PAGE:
Criticism and Critiquing

Sunday, February 4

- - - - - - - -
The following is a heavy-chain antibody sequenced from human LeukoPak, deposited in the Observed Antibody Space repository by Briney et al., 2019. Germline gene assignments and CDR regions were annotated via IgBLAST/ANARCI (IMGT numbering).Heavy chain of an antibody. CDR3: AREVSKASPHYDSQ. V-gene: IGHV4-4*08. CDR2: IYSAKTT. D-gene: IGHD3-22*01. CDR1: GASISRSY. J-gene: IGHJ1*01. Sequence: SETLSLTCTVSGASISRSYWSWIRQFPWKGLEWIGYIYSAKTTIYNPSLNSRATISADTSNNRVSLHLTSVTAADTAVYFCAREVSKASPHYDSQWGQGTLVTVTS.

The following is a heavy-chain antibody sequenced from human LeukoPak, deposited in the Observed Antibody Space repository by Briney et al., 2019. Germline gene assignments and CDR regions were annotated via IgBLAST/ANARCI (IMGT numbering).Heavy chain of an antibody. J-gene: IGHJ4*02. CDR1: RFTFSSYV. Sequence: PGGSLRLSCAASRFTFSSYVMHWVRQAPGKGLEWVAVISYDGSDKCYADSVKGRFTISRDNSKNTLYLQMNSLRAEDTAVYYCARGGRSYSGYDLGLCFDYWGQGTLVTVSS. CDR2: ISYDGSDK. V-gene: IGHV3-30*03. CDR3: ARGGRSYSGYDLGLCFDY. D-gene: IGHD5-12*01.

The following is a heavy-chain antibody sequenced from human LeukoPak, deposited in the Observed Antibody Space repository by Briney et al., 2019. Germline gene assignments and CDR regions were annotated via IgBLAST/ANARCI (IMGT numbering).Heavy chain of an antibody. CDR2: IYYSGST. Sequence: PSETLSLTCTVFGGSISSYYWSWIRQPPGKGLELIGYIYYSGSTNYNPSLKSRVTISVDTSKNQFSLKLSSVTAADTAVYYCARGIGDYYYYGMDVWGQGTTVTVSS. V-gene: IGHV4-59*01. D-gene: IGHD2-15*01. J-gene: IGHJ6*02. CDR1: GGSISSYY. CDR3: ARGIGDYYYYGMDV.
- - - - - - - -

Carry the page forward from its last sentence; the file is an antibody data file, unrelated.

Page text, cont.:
“Criticism” and “critique” have the same root meaning, but there’s a world of difference as to how we use them.  Criticism is to pick out flaws that need correction.  Generally, it’s like pointing a finger at someone who has failed in some way.  It implies that the one criticizing could do it better.  That’s pride and arrogance and is discouraging to the one being criticized.  We often keep criticism to ourselves so as not to offend the one being criticized, but it’s still criticism.  For the record, I know this by personal experience.  To critique someone is quite different.  Yes, it picks out flaws just as criticism does, but it also picks out positive things. It’s a fair appraisal of a person or something he has produced—as an essay.  But the most important difference is that it’s meant to encourage.  And there will be little fear of offending.  A fair evaluation will usually be accepted with gratitude.  The critic, on the other hand, will not have to hide his views.  He will not be proud or arrogant, but a friend who wants to help a brother.  Need I say that critiquing someone is from God and criticism is from Satan?

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